ATTEAN WAY: MAINE, WILD AND WONDERFUL – Marilyn Armstrong

I live in New England and it is where I always wanted to live. I think I originally had a more northern destination in mind, but the requirements of work brought us originally to the Boston area and eventually, out to this valley.

When I dream of the glory of a New England autumn, I dream of Vermont, northern New Hampshire, and Maine. It is beautiful here, too, but up there … it’s breathtaking.

I’m sure the leaves are already changing there.

Up by Jackman, Maine, the weather is changing now and the leaves are turning. Someone asked me about the place and I dug up some information.

Attean View – Sunset – Jackman, Maine

This is one of the most undeveloped areas in New England. It is poor and while there are some “resorts” there, it never developed the other places have. Partly, it’s because it is so far from anything else. Jackman is a tiny town. Not much work. A bit down on its luck.

Any number of attempts have been made to make the place more desirable to tourists, but except for anglers, it’s just incredibly beautiful. And relatively inexpensive, if you don’t mind driving many hours up into the mountains. It doesn’t hurt to have a pretty sturdy little car with four-wheel drive, either.

And some good camera equipment. There are bear and moose are everywhere. There are a lot of signs along the road warning you to be very careful. Moose plus car in a collision will probably kill the moose AND all the people in the car. They are really huge animals and this is one of the places they like.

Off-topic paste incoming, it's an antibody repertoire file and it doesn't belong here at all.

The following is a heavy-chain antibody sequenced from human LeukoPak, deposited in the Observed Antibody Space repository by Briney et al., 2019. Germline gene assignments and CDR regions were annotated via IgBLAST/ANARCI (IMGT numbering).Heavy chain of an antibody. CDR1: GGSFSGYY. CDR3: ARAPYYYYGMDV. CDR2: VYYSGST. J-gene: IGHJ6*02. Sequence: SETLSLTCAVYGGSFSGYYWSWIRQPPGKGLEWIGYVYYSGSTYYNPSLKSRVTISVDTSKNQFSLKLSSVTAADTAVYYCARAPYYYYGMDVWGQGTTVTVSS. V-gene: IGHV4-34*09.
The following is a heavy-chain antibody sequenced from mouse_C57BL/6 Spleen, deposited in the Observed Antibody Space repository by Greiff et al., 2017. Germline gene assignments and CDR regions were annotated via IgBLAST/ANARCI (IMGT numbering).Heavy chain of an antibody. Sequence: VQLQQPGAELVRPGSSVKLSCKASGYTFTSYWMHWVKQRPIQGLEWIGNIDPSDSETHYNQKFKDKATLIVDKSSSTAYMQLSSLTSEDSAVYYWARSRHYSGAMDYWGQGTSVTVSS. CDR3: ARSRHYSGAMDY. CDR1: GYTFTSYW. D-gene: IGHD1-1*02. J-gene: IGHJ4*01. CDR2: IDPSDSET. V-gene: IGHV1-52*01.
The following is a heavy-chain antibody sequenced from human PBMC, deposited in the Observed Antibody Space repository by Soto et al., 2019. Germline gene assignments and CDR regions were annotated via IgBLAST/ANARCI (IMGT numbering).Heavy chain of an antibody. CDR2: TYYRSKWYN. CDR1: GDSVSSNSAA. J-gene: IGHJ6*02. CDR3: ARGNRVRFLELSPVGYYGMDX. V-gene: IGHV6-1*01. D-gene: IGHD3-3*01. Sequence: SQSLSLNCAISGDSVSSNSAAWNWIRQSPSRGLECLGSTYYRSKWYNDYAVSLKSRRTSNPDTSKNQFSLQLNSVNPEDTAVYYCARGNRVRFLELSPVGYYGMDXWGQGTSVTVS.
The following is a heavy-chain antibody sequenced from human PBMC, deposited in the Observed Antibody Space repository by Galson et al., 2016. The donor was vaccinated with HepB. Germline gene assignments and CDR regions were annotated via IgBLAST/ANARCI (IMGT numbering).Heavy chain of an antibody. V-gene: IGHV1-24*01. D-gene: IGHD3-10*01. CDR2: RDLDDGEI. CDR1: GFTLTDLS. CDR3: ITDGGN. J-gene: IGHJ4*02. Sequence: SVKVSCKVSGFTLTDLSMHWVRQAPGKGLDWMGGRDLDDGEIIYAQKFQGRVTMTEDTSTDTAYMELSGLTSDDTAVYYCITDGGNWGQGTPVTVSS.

Moose like bitterly cold temperatures. Any time it gets much above freezing, as far as the moose are concerned, it is too warm. The colder it is, the happier they are.

October near Jackman, Maine

This is what the state of Maine says about the area:


ATTEAN POND
Attean Twp., Somerset Co.
U.S.O.S. AUean (Auburn?), Me.

Attean Pond is one of four large bodies of water in the Moose River drainage to the west of Jackman. More than 40 islands are found in the pond. With 1 exception of a set of commercial C:1mps on some of these islands, the area remains undeveloped. Sally Mountain to the north, Attean Mountain to the west, and rolling hills to the east and southeast complete a scenic background to the pond environment.

The shoreline of Attean Pond varies greatly in composition, providing a diversity of habitat types. Some areas consist of rock and ledge, others are gravelly, some weedy. Among these, several fine sandy beaches are available.

There are a number of good campsites around the pond, which are often utilized by people making the popular Moose River “Bow Trip.” Attean Pond is the beginning and end of this 30-mile canoe trip. A one-mile carry trail connects the western end of Attean with Boleb (?) Ponds, which then provides access to the Moose River and the opportunity to return to Attean.

Wild populations of brook trout and salmon are present in Attean Pond. However, large areas of shallow water are marginal habitat for these cold water game fish during the summer months. Of the total area, only about 600 acres have water deeper than 20 feet. In addition, large populations of yellow perch, suckers, and minnows compete for the available food supply. This further limits the potential for brook trout production.

The best spawning and nursery areas for the salmon and trout are found in tributaries to the Moose River several miles upstream from Attean Pond. The Moose River, both as a tributary and the outlet:

Maximum depth – 55 feet
Principal Fishery: Salmon, Brook trout
Physical Characteristics
Temperatures
Surface – 70°F.
50 feet – 48°F.
Surveyed – August. 1956 – Revised 1977  (** They could probably use a newer version!)
Maine Department of Inland Fisheries and Wildlife
Published under Appropriation No. 4550